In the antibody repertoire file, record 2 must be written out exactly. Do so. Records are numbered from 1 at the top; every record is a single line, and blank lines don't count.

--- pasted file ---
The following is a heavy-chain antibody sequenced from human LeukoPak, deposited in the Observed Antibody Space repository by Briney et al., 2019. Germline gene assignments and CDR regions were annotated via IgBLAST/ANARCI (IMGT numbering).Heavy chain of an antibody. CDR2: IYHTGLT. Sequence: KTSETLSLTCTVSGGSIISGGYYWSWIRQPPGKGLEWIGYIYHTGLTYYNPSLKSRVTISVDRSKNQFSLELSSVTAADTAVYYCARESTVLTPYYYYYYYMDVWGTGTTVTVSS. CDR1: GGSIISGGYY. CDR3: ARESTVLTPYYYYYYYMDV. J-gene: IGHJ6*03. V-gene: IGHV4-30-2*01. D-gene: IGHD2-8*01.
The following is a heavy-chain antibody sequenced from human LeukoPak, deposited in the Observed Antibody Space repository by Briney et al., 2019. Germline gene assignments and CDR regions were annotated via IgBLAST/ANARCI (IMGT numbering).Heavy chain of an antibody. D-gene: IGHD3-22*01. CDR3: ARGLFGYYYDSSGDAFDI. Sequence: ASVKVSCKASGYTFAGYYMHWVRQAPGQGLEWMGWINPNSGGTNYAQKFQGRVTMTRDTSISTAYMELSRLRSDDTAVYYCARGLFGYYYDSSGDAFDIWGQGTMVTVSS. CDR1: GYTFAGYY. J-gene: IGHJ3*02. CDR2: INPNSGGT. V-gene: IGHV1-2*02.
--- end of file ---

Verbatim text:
The following is a heavy-chain antibody sequenced from human LeukoPak, deposited in the Observed Antibody Space repository by Briney et al., 2019. Germline gene assignments and CDR regions were annotated via IgBLAST/ANARCI (IMGT numbering).Heavy chain of an antibody. D-gene: IGHD3-22*01. CDR3: ARGLFGYYYDSSGDAFDI. Sequence: ASVKVSCKASGYTFAGYYMHWVRQAPGQGLEWMGWINPNSGGTNYAQKFQGRVTMTRDTSISTAYMELSRLRSDDTAVYYCARGLFGYYYDSSGDAFDIWGQGTMVTVSS. CDR1: GYTFAGYY. J-gene: IGHJ3*02. CDR2: INPNSGGT. V-gene: IGHV1-2*02.